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Technical Paper

Columbus Launch Preparation - Final System ATCS Tests Summary and Lessons Learned

Final preparation and configuration of the Columbus module at the Kennedy Space Center (KSC) required the performance of system level tests with the Active Thermal Control System (ATCS). These tests represented the very last system level activities having been concluded on the Columbus module before handover to NASA for space shuttle integration. Those very last tests, performed with the ATCS comprised the final ATCS Leakage Test, the final calibration and adjustment of the Water Flow Selection Valves (WFSV) and Water On/Off Valves (WOOV) as well as a sophisticated ATCS Residual Air Removal test. The above listed tests have been successfully performed and test data evaluated for verification closeout as well as input delivery for operational Flight Rules and Procedures. Some of the above mentioned tests have been performed the first time hence, a succeeding lessons learned collection followed in order to improve the perspectives of future tests.
Technical Paper

Columbus Active Thermal Control System - Final Integration, Test and Mission Preparation

Columbus has been delivered to Kennedy Space Center (KSC) in summer 2006 for final integration, test and mission preparation. In the frame of these “last” phase activities also the Active Thermal Control System (ATCS) had to be finalized and prepared for the launch resp. mission. Due to unexpected late failures resp. malfunctions detected on component/unit level of the ATCS, refurbishment, integration / exchange of the relevant components and re-testing of their system level functions had to be done. Moreover, the still outstanding system level fluid leakage test of the ATCS had to be revised and completed. In addition to the required late refurbishment, integration and test activities, in certain cases also operational workarounds had to be evaluated. They should help to cope with similar contingency situations during operation of the ATCS on-orbit.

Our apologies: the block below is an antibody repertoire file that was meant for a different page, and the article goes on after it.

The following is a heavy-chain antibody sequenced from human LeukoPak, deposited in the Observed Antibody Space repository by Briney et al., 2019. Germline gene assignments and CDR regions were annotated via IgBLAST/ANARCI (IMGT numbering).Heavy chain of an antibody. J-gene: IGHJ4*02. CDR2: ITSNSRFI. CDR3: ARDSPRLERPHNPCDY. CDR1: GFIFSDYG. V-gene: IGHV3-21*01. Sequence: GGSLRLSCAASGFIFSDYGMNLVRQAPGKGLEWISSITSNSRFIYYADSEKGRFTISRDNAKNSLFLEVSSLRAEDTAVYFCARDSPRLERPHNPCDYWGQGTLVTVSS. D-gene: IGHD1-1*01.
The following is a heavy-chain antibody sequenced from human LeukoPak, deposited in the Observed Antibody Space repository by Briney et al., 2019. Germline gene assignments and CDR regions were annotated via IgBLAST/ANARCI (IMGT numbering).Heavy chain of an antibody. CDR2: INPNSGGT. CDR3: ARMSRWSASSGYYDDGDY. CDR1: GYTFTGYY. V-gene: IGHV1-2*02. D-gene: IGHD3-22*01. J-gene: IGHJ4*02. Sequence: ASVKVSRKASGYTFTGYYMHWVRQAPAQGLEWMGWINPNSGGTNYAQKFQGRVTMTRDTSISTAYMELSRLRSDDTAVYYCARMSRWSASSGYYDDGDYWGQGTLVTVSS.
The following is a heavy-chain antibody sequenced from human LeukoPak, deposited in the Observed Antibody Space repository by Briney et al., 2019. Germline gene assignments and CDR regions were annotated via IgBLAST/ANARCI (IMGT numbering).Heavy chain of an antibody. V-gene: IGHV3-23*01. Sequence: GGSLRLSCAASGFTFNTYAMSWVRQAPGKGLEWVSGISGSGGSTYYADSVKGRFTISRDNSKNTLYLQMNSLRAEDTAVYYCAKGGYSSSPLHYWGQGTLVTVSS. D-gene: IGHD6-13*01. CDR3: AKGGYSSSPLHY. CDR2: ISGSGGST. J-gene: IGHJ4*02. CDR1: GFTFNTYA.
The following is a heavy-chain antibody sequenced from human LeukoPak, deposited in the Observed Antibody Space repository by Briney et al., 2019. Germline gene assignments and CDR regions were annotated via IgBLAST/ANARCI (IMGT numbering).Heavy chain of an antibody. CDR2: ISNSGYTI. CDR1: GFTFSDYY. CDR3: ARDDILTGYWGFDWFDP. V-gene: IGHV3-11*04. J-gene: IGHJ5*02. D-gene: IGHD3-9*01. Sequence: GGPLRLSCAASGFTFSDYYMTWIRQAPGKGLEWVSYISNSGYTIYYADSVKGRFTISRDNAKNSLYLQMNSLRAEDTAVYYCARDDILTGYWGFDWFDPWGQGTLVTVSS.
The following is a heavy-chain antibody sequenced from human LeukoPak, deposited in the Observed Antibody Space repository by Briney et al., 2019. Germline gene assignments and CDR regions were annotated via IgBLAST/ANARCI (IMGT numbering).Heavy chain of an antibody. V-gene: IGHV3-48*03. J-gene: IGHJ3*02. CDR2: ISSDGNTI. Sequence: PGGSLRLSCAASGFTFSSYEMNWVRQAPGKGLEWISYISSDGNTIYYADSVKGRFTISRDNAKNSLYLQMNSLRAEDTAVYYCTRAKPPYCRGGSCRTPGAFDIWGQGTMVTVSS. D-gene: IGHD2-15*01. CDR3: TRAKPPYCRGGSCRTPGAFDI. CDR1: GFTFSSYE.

Technical Paper

Columbus Environmental Control System Tests - Verification of ATCS and ECLSS Performance

Verification of the Integrated Overall Thermal Mathematical Model (IOTMM) is one of the last tasks in the thermal and environmental control area of the Columbus module. For this purpose a specific test covering as well thermal-hydraulic performance tests as Environmental Control and Life Support (ECLS) cabin temperature control functions has been defined and performed on the european Columbus Protoflight Model (PFM) in Bremen in 2003. This Environmental Control System test was successful for all Active Thermal Control System (ATCS) related thermal-hydraulic functions and could provide sufficient data for a proper IOTMM correlation. However, it failed to verify the ECLS related functions as cabin temperature control and ventilation. Data, which have been generated during this first test, could not be used for a successful IOTMM correlation related to ECLS subsystem performance and modelling.
Technical Paper

The Refrigerator/Freezer Rack (RFR)

EADS SPACE Transportation has developed and qualified under ESA contract the Refrigerator/Freezer Rack (RFR) for use by NASA on-board the ISS. This paper will present a general overview of the RFR system design, the qualification test results and an outlook to potential future usage of the RFR.
Technical Paper

MELFI Cooling Performance Characterization and Verification

The Minus Eighty (Degrees Celsius) Laboratory Freezer for the International Space Station (MELFI) is one of the freezers developed by ESA on behalf of NASA. Peculiar requirements for that facility are the long-term storage at low temperature, the rapid freezing of specimen to the required temperature, the large cold volume (300 l) and the low power consumption. To verify those requirements before the manufacturing of the flight hardware, a dedicated test campaign was performed on a ground model. This paper will start with a system overview, showing the main features of MELFI. The test set-up as well as their results will be presented and discussed, with particular emphasis on the methods used to predict the on-orbit (0-gravity) behaviour, by avoiding the sample internal convection and dewar internal convection during the test execution.